We Need Clarity

Nope, I'm not talking about a setting that increases mid-range contrast (and is far too overused, in my opinion). That's a topic for a different day. 

Today I want to write about clarity of message from camera makers to photography enthusiasts. In short, there isn't any.

The latest is a variety of posts and sites around the world claiming that the Nikon D500 is discontinued. The problem here is the word "discontinued." It seems clear that Nikon's Thailand plant is not regularly pushing out D500's at the moment. We seem to have had a series of long delays between shipments arriving in the US, so the camera has been out of stock in most stores for almost six months now, with the few that do come in almost instantly selling out. But it also seems like Nikon hasn't actually discontinued the D500 (why would they cancel the best APS-C camera on the market?). 

We see variations of that theme with every camera maker at the moment, and when you ask the executives at those companies, without giving specifics they'll simply attribute the issue to "supply chain issues." Of which there can be quite a few distinct varieties. In some cases it's been a maker getting only a subset of their orders for a particular part—say an LCD panel—that's used in quite a few of their products, and then having to decide which product(s) they'll build with the parts they do get. I suspect that we're now also seeing some cases where image sensors aren't being made because fab utilization is at 100%+ and companies are having to pick which sensor they want using up the on-fab time they can get. Because sensors have long production times measured in months, if you shut production down for a complex semiconductor like an image sensor, it may be a long time before you can get them back into production and receive new units.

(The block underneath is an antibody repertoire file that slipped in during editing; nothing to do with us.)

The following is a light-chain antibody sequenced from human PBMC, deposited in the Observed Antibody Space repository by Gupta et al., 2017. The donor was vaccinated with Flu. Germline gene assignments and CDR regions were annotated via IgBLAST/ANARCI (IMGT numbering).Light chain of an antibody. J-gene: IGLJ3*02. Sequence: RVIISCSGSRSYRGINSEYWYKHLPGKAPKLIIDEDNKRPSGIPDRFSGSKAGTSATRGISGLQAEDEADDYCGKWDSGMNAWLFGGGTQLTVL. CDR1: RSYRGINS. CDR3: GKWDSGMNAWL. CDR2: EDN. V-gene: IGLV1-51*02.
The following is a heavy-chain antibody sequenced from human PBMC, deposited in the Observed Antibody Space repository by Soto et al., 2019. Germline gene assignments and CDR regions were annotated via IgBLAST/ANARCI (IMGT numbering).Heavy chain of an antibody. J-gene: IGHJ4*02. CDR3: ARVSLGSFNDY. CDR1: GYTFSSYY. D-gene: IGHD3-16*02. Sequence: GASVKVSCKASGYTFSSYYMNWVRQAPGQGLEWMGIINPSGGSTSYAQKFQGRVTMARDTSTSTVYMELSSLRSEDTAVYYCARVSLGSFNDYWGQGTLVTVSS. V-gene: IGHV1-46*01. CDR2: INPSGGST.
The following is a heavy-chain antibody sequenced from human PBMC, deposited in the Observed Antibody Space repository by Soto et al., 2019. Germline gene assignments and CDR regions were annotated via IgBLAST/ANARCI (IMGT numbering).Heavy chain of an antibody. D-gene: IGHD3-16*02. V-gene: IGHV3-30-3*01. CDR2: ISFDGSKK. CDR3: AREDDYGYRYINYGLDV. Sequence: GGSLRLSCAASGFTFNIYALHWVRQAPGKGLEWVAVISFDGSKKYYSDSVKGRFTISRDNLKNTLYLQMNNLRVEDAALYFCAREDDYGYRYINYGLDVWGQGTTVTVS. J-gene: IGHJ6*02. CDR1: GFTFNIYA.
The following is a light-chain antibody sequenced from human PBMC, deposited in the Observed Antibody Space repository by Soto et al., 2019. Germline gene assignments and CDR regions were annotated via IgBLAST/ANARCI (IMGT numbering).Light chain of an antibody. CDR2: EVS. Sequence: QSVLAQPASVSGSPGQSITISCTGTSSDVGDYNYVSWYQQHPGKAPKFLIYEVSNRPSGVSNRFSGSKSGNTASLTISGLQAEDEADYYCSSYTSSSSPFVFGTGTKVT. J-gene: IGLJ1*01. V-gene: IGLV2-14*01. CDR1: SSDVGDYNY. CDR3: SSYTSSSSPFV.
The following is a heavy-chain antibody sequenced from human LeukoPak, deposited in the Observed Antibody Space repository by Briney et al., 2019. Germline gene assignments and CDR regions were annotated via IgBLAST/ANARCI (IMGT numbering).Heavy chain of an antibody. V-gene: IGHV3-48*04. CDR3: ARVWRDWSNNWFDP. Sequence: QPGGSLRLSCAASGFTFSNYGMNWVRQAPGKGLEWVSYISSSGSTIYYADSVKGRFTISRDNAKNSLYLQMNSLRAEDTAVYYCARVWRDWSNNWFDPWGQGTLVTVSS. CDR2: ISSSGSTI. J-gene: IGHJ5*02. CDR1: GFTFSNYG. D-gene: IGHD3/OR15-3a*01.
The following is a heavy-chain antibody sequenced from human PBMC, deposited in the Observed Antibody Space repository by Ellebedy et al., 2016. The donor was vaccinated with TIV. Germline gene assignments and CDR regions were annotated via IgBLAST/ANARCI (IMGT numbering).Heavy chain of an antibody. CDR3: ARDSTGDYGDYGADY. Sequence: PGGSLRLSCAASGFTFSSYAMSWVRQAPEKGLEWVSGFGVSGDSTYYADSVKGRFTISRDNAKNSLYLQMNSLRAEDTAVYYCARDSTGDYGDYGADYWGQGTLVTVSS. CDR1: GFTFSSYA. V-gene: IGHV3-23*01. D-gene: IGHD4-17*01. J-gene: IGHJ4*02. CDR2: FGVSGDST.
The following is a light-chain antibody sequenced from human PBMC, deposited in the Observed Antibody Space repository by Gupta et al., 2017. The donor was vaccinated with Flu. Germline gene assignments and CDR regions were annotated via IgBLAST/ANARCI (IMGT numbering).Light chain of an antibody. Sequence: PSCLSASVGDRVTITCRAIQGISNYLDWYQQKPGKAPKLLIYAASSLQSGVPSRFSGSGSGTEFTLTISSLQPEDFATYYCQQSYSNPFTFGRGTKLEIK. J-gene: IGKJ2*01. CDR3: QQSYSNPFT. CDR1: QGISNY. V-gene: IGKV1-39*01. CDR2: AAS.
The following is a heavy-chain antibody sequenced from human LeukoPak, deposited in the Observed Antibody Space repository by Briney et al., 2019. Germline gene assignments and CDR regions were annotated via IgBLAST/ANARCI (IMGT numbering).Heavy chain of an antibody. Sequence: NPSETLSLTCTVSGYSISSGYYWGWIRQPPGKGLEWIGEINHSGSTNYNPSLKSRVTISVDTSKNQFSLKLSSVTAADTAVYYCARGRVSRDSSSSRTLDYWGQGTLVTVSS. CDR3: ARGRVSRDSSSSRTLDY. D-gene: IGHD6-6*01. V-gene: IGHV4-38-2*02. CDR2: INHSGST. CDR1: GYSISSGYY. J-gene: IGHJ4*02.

The problem I'm seeing almost universally is that camera companies are providing little guidance to customers about what's happening. That means that (1) they themselves don't know; or (2) they don't want you to know; or (3) they don't think it important enough to tell you what's really going on.

I'm a fan of communicating. Communicate good news. Communicate bad news. Communicate important news. Communicate trivial news. byThom is a one-person company, and there's a limit to how much time I can spend communicating versus how much time I spend creating new viable work, but camera companies shouldn't have that problem. They have entire staffs whose job is to communicate. Right now, they're doing a pretty poor job of communicating things you'd want to know, like whether the D500 will continue to be made as the supply chain kinks get untangled. Moreover, Nikon has this disturbing habit of discontinuing something in one country while still selling it in another (so much for their claim they're a global company ;~).